Tuesday, April 3, 2012

A New Chance

"They grow up so fast."  "Before you know it, they will be in school."  "Enjoy every minute."  At some point, we have all heard or said these words when referring to little ones.  It is true; they do grow up fast.  Now imagine missing out on half of that short time.

That's what life on dialysis is like.  Half of your days are spent in the dialysis unit.  Your dialysis day begins at 4:30 a.m.  You need to eat a full meal before you leave the house, even if you are not hungry.  When you get to your dialysis unit, you will be weighed, then hooked up to a machine.  They have two choices on how to hook you up.  It can be painless, through a catheter into your heart.  Yet, this is dangerous, as it has a higher chance of infection.  Oh, and if you have the catheter, you cannot take a shower.  Ever.  Don't even think of swimming in a pool with your little ones.  AND, you have to be careful when you play with them to make sure they don't bump it or pull it out.  Your other choice of being hooked up is by a needle.  I'm not talking your everyday, little, wimpy needle.  I'm talking about a needle so big that you can see inside the shaft!  Two needles to be exact!  One to draw the blood out and one to put it back in.  Painful doesn't even begin to describe this method.  Don't forget the scars.  As your body begins to develop scabs and scars, they will work their way up your arm.  The artificially created super vein in your arm is pretty big also, so you will probably wear long sleeves to hide all this; even in summer.  Dr. Kamash said it best when he told us, "dialysis keeps you alive; not normal."

When you are done with four hours of torture dialysis, you are weighed again.  You now weigh 2 pounds less than when you came in.  Where did it all go?  They sucked it out of you.  Literally.  You feel drained, have a splitting headache, and cramp up.  All you really want to do is die.  But then your little ones come home and you know you must fight on for them.

Yet, it doesn't have to be like this.  There is an alternative.  Kidney Transplant.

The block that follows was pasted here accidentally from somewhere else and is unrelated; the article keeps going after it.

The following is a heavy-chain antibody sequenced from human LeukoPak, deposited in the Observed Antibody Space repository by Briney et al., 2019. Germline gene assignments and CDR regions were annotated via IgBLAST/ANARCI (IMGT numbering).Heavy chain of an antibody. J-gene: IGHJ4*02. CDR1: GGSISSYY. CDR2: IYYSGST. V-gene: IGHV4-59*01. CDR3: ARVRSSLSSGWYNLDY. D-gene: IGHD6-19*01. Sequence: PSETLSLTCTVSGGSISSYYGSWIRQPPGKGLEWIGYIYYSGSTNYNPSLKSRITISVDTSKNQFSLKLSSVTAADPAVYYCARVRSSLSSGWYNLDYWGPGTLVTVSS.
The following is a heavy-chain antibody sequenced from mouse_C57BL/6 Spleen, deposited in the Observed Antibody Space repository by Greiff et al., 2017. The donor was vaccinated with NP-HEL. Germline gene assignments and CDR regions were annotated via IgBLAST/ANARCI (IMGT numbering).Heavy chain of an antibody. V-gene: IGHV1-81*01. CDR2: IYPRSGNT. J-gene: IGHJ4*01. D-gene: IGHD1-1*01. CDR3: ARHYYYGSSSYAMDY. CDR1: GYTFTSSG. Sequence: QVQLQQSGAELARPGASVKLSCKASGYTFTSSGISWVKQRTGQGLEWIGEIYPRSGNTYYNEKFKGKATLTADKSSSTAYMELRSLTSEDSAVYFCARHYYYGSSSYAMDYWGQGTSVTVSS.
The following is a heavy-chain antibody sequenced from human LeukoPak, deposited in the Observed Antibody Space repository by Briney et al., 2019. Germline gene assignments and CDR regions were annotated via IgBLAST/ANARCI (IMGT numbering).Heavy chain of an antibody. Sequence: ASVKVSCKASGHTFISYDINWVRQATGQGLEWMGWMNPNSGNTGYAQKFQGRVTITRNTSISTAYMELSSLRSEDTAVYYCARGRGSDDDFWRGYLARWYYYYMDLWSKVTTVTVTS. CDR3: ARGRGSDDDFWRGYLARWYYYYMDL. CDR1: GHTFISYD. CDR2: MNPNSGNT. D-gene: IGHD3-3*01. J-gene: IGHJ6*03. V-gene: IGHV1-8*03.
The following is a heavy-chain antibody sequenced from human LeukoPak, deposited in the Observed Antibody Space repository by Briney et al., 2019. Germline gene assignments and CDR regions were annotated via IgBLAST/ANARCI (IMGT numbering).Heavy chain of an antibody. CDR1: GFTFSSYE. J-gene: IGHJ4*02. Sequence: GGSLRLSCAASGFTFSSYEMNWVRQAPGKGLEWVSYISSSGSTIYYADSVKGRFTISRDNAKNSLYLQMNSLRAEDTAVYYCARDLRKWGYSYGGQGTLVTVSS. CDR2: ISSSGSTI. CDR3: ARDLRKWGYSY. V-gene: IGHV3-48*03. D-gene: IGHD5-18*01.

We are born with two kidneys, yet we only need one to live.  How amazing that God gave each of us an extra kidney.  In a kidney transplant, they take one kidney from a healthy donor and put it in the recipient.  The donor needs to hang around the hospital for about 2 weeks for follow-up appointments, to make sure everything is going well.  After that, it's pretty much life as normal for the donor.  For the recipient, it's a whole new chance to live.  A new chance to be there for their little ones.  A new chance to see them grow up.  A new chance to be "daddy".

The average age of a dialysis patient is 60 years old.  At 60, you have worked, are nearing retirement and social security, have raised your children.  At 44, you still WANT to work, are nowhere near a retirement paycheck, and have little ones at home.  Joe is 44.  He desperately wants to work.  Yet, with 3 days per week on dialysis, cannot work.  If he can't work, he can't bring home a paycheck.  If you didn't know already, teachers don't get paid much, but at least we can make our rent payment.  We rely on friends and family for our groceries.  But more than any of that, at 44, we still have little ones at home.  Little ones who love their daddy.  Little ones who love to be thrown into the air.  To wrestle.  To hear bedtime stories.  To snuggle into daddy's chest when they are scared.  On dialysis days, we don't have "daddy".

We have already come so far.  We almost lost him in December.  Dialysis is keeping him alive.  Our insurance is paying for everything.  Praise the Lord!  We were referred to the best, THE BEST, number one ranked transplant hospital in the country.  They tested him extensively and deemed him a "kidney transplant candidate".  Now, we need a healthy donor.  For a list of the requirements to be a donor, click here.  If you do not meet the requirements or if you don't feel this is right for you, please pass this along to others.  More than that, please pray for a donor to be matched with Joe.  Pray for a New Chance.

Some people have been asking about Joe's condition.  It is called Membranous nephropathy.  It is genetic.  We never knew he had it until three years ago.  It is a rare form of kidney disease, affecting only 2 in 10,000.  What is more rare is that only 20% of patients with MN progress to end-stage kidney failure.  Joe should get a medal for making it there in record time.  We feel blessed in the midst of all the uncertainty.  Yet, dialysis is not agreeing with Joe.  His catheter in his heart is starting to get clogged up.  His super vein doesn't run quite right.  His arm swells up to three times it's natural size and then turns black and blue.  Please pray for a transplant soon.

where Glory meets my suffering